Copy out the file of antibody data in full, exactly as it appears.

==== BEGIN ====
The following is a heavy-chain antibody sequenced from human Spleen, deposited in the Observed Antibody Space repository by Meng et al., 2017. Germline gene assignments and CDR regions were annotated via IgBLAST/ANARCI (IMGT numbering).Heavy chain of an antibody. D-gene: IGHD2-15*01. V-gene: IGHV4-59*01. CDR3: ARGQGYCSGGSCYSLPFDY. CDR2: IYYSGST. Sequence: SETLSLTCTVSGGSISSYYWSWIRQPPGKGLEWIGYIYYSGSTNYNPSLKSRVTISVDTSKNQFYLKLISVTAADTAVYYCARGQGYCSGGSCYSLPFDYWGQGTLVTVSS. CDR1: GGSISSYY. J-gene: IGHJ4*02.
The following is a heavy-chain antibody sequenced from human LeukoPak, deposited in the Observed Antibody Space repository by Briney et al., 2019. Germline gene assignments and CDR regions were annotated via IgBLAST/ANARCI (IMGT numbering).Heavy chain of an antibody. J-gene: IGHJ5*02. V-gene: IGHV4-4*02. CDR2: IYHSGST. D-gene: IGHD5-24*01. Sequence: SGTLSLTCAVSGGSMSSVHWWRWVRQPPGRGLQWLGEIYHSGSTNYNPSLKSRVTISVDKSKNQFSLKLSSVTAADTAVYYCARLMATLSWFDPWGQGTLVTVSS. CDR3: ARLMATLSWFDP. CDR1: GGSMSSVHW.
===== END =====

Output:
The following is a heavy-chain antibody sequenced from human Spleen, deposited in the Observed Antibody Space repository by Meng et al., 2017. Germline gene assignments and CDR regions were annotated via IgBLAST/ANARCI (IMGT numbering).Heavy chain of an antibody. D-gene: IGHD2-15*01. V-gene: IGHV4-59*01. CDR3: ARGQGYCSGGSCYSLPFDY. CDR2: IYYSGST. Sequence: SETLSLTCTVSGGSISSYYWSWIRQPPGKGLEWIGYIYYSGSTNYNPSLKSRVTISVDTSKNQFYLKLISVTAADTAVYYCARGQGYCSGGSCYSLPFDYWGQGTLVTVSS. CDR1: GGSISSYY. J-gene: IGHJ4*02.
The following is a heavy-chain antibody sequenced from human LeukoPak, deposited in the Observed Antibody Space repository by Briney et al., 2019. Germline gene assignments and CDR regions were annotated via IgBLAST/ANARCI (IMGT numbering).Heavy chain of an antibody. J-gene: IGHJ5*02. V-gene: IGHV4-4*02. CDR2: IYHSGST. D-gene: IGHD5-24*01. Sequence: SGTLSLTCAVSGGSMSSVHWWRWVRQPPGRGLQWLGEIYHSGSTNYNPSLKSRVTISVDKSKNQFSLKLSSVTAADTAVYYCARLMATLSWFDPWGQGTLVTVSS. CDR3: ARLMATLSWFDP. CDR1: GGSMSSVHW.